Points A and B are two points in a Lambert Space Triangle. The triangle's third point C is the body's center.

Two of the sides are radii of a spherical body so the triangle is isosceles.

A point's distance from one focus plus distance to second focus is a constant, 2a. 2a is the ellipse's major axis. Since A and B are equidistant to the first focus, they're also equidistant to the second focus. Points A & B, the planet and ellipse are all symmetric about the ellipse's axis.

The payload returns to the body at the same angle and velocity it left.

There are a multitude of ellipses whose focus lies at the center and pass through points A and B. How do we find the ellipse that requires the least delta V?

Specific orbital energy is denoted ε.

ε = 1/2 v2μ/r.

1/2 v2 is the specific kinetic energy from the body's motion. μ/r is the  specific potential energy that comes from  the object's distance from C, the body's center. For an elliptic orbit, | μ/r | is greater than 1/2 v2, that is the potential energy overwhelms the kinetic energy. If potential and kinetic energy exactly cancel, the orbit is parabolic and the payload's moving escape velocity.

So to minimize 1/2 v2 we'd want to maximize | ε |.

It so happens that

ε = - μ/(2 a).

To grow |μ/(2 a)| we shrink 2a. So we're going for the ellipse with the shortest possible major axis.

The foci of all these ellipses lie on the same line. Moving the focus up and down this line, it can be seen the ellipse having the shortest major axis has a focus lying at the center of the chord connecting A and B. That would be the red ellipse pictured above.

The angle separating A and B is labeled θ. Recall the black length and red length sum to 2a

2a = r + r sin(θ/2).

a = r(1 + sin(θ/2))/2.

Now that we know a, we can find velocity with the vis-viva equation:

V = sqrt(μ(2/r - 1/a)).

At what angle should we fire the payload?

It's known a light beam sent from one focus would be reflected to the second focus with the angle of incidence equal to the angle of reflection:

Angle between position vector and velocity vector is (3π - θ)/4. A horizontal velocity vector has angle π/2 from the position vector.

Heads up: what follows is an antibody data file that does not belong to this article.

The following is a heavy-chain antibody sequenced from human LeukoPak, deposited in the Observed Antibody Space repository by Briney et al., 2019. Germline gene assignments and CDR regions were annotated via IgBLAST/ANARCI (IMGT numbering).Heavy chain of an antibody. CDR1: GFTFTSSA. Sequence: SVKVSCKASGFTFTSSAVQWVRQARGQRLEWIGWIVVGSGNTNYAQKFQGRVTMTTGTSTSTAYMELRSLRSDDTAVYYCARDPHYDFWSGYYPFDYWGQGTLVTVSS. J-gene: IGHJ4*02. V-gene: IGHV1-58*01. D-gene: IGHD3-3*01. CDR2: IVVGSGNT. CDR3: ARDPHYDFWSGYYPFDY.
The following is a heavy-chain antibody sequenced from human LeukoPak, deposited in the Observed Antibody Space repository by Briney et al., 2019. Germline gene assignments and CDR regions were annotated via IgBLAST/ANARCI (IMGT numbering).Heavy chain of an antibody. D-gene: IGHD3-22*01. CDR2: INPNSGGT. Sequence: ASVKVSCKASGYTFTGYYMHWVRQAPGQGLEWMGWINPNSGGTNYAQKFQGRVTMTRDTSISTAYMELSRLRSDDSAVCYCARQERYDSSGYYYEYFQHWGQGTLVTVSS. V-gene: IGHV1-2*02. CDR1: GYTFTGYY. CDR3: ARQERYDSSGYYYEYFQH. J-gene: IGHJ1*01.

(3π - θ)/4 -  π/2 = (3π - θ)/4 -  2π/4 =
(π - θ)/4

(π - θ)/4 is the flight path angle departing from point A. If A and B are separated by 180º (i.e. travel from north pole to south pole), flight path angle is 0º and the payload is fired horizontally. If A and B are separated by 90º (i. e. travel from the north pole to a location on the equator), flight path angle is (180º - 90º)/4 which is 22.5º

When A and B are very close, θ is close to 0. (180-0)/4 is 45º. When A and B are close the the payload would be fire at nearly 45º. With one focus near to the surface and the other at the body center, the ellipse would have an eccentricity of almost 1. The trajectory would look parabolic.

Here's a few possible suborbital hops on our moon:

Minimum energy ellipse from pole to pole is a circle. Launch velocity is about 1.7 km/s. It'd take the same amount of delta V for a soft landing at the destination. Trip time would be about 54 minutes

From the north pole to the equator would take a 1.53 km/s launch. Trip time would be about 27 minutes.

Period of a circular orbit (T) is 2 π * sqrt(r3/(Gm)) where m is mass of planet.

Mass can be expressed as ρ * volume where ρ is density.

π * sqrt(r3/Gm) = 2 π * sqrt(r3/(G * 4/3 *π * r3 * ρ).

The r3 cancels out and we're left with T = sqrt(π/(G * 4/3 * ρ).

Thus trip times for a given separation rely solely on density. Period scales with inverse square root of density.

I did a spreadsheet where the user can enter angular separation on various airless bodies in our solar system. Delta Vs vary widely depending on size of the bodies. But trip times between comparable angular separations are roughly the same. This is because most the bodies have roughly the same density. Denser bodies like Mercury will have shorter trip times while icey, low density bodies will have longer trip times.

I got some help on this from a Nasa Spaceflight thread. My thanks to AlanSE and Proponent.

After time we would establish infrastructure on bodies and burrow into their volume. With tunnels we could reach various destinations with very little energy. I look at this in Travel On Airless World Part II.